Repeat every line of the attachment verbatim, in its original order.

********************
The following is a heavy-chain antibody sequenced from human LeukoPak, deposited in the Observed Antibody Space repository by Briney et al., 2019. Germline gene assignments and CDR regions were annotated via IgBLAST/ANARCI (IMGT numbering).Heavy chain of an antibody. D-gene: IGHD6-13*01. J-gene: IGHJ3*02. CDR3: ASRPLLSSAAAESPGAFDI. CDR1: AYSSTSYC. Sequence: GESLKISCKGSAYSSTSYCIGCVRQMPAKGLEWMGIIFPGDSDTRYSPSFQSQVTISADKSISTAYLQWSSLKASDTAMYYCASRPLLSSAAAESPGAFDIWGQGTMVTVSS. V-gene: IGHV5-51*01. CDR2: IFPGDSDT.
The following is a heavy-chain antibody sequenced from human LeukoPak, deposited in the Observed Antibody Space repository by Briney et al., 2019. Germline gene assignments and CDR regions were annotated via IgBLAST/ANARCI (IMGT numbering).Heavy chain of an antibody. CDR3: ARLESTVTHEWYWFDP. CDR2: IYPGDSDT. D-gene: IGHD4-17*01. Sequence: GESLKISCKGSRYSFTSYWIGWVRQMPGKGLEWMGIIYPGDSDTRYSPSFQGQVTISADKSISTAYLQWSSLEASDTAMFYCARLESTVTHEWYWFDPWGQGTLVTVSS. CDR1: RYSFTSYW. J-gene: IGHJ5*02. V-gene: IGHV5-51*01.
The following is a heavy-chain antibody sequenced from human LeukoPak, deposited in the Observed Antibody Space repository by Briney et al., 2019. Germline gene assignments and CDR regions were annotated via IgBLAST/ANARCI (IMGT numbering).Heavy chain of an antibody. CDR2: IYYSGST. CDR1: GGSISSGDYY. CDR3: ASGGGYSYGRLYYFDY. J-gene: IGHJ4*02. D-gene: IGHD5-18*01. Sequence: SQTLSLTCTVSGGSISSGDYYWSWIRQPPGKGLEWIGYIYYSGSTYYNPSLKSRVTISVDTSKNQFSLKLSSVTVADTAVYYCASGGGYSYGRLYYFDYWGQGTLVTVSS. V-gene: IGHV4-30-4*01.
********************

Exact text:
The following is a heavy-chain antibody sequenced from human LeukoPak, deposited in the Observed Antibody Space repository by Briney et al., 2019. Germline gene assignments and CDR regions were annotated via IgBLAST/ANARCI (IMGT numbering).Heavy chain of an antibody. D-gene: IGHD6-13*01. J-gene: IGHJ3*02. CDR3: ASRPLLSSAAAESPGAFDI. CDR1: AYSSTSYC. Sequence: GESLKISCKGSAYSSTSYCIGCVRQMPAKGLEWMGIIFPGDSDTRYSPSFQSQVTISADKSISTAYLQWSSLKASDTAMYYCASRPLLSSAAAESPGAFDIWGQGTMVTVSS. V-gene: IGHV5-51*01. CDR2: IFPGDSDT.
The following is a heavy-chain antibody sequenced from human LeukoPak, deposited in the Observed Antibody Space repository by Briney et al., 2019. Germline gene assignments and CDR regions were annotated via IgBLAST/ANARCI (IMGT numbering).Heavy chain of an antibody. CDR3: ARLESTVTHEWYWFDP. CDR2: IYPGDSDT. D-gene: IGHD4-17*01. Sequence: GESLKISCKGSRYSFTSYWIGWVRQMPGKGLEWMGIIYPGDSDTRYSPSFQGQVTISADKSISTAYLQWSSLEASDTAMFYCARLESTVTHEWYWFDPWGQGTLVTVSS. CDR1: RYSFTSYW. J-gene: IGHJ5*02. V-gene: IGHV5-51*01.
The following is a heavy-chain antibody sequenced from human LeukoPak, deposited in the Observed Antibody Space repository by Briney et al., 2019. Germline gene assignments and CDR regions were annotated via IgBLAST/ANARCI (IMGT numbering).Heavy chain of an antibody. CDR2: IYYSGST. CDR1: GGSISSGDYY. CDR3: ASGGGYSYGRLYYFDY. J-gene: IGHJ4*02. D-gene: IGHD5-18*01. Sequence: SQTLSLTCTVSGGSISSGDYYWSWIRQPPGKGLEWIGYIYYSGSTYYNPSLKSRVTISVDTSKNQFSLKLSSVTVADTAVYYCASGGGYSYGRLYYFDYWGQGTLVTVSS. V-gene: IGHV4-30-4*01.